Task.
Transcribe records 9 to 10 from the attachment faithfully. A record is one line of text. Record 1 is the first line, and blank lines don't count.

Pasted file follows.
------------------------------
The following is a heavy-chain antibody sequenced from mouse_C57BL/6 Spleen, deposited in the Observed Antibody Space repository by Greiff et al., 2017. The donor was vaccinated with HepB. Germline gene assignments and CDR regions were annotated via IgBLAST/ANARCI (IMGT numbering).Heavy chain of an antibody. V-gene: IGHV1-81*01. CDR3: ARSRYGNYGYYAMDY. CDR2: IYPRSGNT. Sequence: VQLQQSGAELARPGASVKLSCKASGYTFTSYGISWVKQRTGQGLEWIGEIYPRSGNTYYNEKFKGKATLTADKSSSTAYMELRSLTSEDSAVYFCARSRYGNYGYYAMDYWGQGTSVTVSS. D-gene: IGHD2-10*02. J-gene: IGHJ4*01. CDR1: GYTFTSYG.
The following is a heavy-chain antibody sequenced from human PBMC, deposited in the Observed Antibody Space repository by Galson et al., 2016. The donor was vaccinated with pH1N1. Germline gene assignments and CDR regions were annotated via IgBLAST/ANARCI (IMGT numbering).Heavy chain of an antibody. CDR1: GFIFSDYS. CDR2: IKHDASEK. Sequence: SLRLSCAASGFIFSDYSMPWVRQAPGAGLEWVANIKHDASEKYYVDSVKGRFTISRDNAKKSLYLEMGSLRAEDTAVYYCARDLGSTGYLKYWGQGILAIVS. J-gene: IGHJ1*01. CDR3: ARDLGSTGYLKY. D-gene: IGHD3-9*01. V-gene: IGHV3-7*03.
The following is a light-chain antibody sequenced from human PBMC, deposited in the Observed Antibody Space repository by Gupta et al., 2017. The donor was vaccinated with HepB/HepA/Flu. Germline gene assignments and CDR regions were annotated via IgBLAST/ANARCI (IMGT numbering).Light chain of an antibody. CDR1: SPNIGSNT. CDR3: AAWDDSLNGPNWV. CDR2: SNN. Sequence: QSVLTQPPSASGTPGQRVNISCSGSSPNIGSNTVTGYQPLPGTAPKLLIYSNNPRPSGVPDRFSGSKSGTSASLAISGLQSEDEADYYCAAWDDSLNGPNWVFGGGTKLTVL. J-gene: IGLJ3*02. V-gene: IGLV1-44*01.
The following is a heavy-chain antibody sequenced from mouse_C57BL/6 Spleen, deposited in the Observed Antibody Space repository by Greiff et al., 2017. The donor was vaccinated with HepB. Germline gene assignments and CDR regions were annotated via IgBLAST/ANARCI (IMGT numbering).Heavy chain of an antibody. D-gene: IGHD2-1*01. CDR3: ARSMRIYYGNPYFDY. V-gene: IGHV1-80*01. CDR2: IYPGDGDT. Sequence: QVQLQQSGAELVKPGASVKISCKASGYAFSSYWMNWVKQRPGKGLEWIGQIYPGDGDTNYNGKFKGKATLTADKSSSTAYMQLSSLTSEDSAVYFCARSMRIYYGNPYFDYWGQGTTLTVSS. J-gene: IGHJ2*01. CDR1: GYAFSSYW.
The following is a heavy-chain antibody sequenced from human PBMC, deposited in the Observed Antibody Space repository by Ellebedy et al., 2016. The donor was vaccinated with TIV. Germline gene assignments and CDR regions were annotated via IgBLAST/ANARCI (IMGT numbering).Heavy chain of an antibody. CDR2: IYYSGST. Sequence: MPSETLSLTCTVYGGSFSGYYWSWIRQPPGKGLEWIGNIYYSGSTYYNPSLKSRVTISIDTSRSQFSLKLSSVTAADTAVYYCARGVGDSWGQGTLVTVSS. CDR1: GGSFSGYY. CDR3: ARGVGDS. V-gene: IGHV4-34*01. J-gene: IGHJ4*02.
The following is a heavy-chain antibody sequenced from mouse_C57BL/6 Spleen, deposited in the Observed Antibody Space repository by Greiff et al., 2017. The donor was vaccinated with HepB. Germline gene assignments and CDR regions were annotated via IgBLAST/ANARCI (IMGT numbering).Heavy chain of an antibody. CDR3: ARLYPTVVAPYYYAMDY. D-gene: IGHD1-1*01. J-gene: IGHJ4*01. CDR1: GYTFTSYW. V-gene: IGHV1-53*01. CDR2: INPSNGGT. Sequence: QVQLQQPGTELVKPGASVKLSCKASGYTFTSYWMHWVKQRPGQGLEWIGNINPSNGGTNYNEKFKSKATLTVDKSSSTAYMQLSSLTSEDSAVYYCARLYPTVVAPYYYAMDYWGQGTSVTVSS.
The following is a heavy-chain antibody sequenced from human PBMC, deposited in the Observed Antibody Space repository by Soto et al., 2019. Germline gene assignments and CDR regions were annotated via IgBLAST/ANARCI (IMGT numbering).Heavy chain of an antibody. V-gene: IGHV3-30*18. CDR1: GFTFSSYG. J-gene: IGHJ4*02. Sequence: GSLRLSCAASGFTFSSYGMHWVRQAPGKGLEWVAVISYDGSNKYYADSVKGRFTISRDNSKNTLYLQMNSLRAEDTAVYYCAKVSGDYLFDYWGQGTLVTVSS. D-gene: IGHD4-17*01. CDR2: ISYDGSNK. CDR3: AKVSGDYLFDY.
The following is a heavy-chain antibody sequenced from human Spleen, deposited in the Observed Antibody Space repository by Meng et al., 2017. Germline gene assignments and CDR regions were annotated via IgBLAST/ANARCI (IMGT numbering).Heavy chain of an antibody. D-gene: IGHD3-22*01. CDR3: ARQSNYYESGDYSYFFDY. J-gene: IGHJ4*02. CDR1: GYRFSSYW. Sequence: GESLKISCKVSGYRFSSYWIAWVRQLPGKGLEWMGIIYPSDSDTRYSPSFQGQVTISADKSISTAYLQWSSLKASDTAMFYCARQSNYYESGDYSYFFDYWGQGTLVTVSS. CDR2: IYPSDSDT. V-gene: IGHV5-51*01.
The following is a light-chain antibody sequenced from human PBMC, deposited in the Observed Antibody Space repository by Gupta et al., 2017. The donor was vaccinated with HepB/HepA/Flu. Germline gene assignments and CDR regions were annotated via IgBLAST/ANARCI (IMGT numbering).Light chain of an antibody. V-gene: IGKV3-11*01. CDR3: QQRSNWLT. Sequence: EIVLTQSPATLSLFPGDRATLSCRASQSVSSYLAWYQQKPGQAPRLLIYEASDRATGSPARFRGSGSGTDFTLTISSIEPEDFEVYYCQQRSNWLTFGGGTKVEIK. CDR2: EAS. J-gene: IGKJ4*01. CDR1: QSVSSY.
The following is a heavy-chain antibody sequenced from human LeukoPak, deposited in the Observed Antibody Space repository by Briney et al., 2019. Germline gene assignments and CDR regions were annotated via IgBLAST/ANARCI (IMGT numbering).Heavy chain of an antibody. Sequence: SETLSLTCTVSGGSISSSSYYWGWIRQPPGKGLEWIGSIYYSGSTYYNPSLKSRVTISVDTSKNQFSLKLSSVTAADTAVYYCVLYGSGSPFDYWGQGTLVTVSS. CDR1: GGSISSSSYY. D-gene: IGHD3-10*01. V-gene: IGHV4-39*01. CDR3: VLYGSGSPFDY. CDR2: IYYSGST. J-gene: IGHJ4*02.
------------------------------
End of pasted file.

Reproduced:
The following is a light-chain antibody sequenced from human PBMC, deposited in the Observed Antibody Space repository by Gupta et al., 2017. The donor was vaccinated with HepB/HepA/Flu. Germline gene assignments and CDR regions were annotated via IgBLAST/ANARCI (IMGT numbering).Light chain of an antibody. V-gene: IGKV3-11*01. CDR3: QQRSNWLT. Sequence: EIVLTQSPATLSLFPGDRATLSCRASQSVSSYLAWYQQKPGQAPRLLIYEASDRATGSPARFRGSGSGTDFTLTISSIEPEDFEVYYCQQRSNWLTFGGGTKVEIK. CDR2: EAS. J-gene: IGKJ4*01. CDR1: QSVSSY.
The following is a heavy-chain antibody sequenced from human LeukoPak, deposited in the Observed Antibody Space repository by Briney et al., 2019. Germline gene assignments and CDR regions were annotated via IgBLAST/ANARCI (IMGT numbering).Heavy chain of an antibody. Sequence: SETLSLTCTVSGGSISSSSYYWGWIRQPPGKGLEWIGSIYYSGSTYYNPSLKSRVTISVDTSKNQFSLKLSSVTAADTAVYYCVLYGSGSPFDYWGQGTLVTVSS. CDR1: GGSISSSSYY. D-gene: IGHD3-10*01. V-gene: IGHV4-39*01. CDR3: VLYGSGSPFDY. CDR2: IYYSGST. J-gene: IGHJ4*02.